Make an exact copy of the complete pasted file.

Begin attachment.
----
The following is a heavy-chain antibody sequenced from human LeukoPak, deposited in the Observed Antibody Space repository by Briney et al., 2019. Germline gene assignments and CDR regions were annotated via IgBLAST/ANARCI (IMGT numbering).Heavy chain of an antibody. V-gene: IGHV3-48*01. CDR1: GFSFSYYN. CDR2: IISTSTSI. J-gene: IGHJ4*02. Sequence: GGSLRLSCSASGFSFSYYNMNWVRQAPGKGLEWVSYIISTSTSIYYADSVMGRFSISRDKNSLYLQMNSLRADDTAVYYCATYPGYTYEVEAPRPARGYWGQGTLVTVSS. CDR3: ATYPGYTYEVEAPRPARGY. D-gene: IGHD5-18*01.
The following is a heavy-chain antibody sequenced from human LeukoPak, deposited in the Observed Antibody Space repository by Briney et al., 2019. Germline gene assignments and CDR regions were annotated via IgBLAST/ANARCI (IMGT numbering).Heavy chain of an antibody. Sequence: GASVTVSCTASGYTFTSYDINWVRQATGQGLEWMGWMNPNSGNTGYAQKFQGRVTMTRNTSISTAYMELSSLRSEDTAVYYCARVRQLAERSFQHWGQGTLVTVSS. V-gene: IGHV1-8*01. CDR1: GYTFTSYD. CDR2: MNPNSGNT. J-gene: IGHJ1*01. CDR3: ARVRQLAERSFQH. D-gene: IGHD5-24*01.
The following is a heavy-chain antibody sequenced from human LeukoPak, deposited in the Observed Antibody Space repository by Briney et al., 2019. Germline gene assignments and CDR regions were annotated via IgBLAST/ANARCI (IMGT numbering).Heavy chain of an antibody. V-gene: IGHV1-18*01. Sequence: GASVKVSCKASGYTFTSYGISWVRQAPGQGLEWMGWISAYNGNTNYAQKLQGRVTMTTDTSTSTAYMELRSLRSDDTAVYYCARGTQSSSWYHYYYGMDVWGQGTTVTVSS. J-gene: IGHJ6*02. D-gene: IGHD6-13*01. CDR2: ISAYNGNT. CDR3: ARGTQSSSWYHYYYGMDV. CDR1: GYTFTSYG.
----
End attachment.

The following is a heavy-chain antibody sequenced from human LeukoPak, deposited in the Observed Antibody Space repository by Briney et al., 2019. Germline gene assignments and CDR regions were annotated via IgBLAST/ANARCI (IMGT numbering).Heavy chain of an antibody. V-gene: IGHV3-48*01. CDR1: GFSFSYYN. CDR2: IISTSTSI. J-gene: IGHJ4*02. Sequence: GGSLRLSCSASGFSFSYYNMNWVRQAPGKGLEWVSYIISTSTSIYYADSVMGRFSISRDKNSLYLQMNSLRADDTAVYYCATYPGYTYEVEAPRPARGYWGQGTLVTVSS. CDR3: ATYPGYTYEVEAPRPARGY. D-gene: IGHD5-18*01.
The following is a heavy-chain antibody sequenced from human LeukoPak, deposited in the Observed Antibody Space repository by Briney et al., 2019. Germline gene assignments and CDR regions were annotated via IgBLAST/ANARCI (IMGT numbering).Heavy chain of an antibody. Sequence: GASVTVSCTASGYTFTSYDINWVRQATGQGLEWMGWMNPNSGNTGYAQKFQGRVTMTRNTSISTAYMELSSLRSEDTAVYYCARVRQLAERSFQHWGQGTLVTVSS. V-gene: IGHV1-8*01. CDR1: GYTFTSYD. CDR2: MNPNSGNT. J-gene: IGHJ1*01. CDR3: ARVRQLAERSFQH. D-gene: IGHD5-24*01.
The following is a heavy-chain antibody sequenced from human LeukoPak, deposited in the Observed Antibody Space repository by Briney et al., 2019. Germline gene assignments and CDR regions were annotated via IgBLAST/ANARCI (IMGT numbering).Heavy chain of an antibody. V-gene: IGHV1-18*01. Sequence: GASVKVSCKASGYTFTSYGISWVRQAPGQGLEWMGWISAYNGNTNYAQKLQGRVTMTTDTSTSTAYMELRSLRSDDTAVYYCARGTQSSSWYHYYYGMDVWGQGTTVTVSS. J-gene: IGHJ6*02. D-gene: IGHD6-13*01. CDR2: ISAYNGNT. CDR3: ARGTQSSSWYHYYYGMDV. CDR1: GYTFTSYG.